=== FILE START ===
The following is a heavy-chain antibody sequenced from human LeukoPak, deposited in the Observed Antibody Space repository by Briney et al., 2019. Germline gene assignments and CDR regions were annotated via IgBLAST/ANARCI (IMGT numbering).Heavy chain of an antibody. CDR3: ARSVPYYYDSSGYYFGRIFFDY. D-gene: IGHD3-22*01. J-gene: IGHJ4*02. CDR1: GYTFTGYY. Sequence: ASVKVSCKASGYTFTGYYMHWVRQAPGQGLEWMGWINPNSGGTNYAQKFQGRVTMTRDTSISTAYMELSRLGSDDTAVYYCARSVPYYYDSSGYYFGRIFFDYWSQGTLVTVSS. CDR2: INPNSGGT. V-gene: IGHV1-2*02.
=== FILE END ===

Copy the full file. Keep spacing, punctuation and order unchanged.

The following is a heavy-chain antibody sequenced from human LeukoPak, deposited in the Observed Antibody Space repository by Briney et al., 2019. Germline gene assignments and CDR regions were annotated via IgBLAST/ANARCI (IMGT numbering).Heavy chain of an antibody. CDR3: ARSVPYYYDSSGYYFGRIFFDY. D-gene: IGHD3-22*01. J-gene: IGHJ4*02. CDR1: GYTFTGYY. Sequence: ASVKVSCKASGYTFTGYYMHWVRQAPGQGLEWMGWINPNSGGTNYAQKFQGRVTMTRDTSISTAYMELSRLGSDDTAVYYCARSVPYYYDSSGYYFGRIFFDYWSQGTLVTVSS. CDR2: INPNSGGT. V-gene: IGHV1-2*02.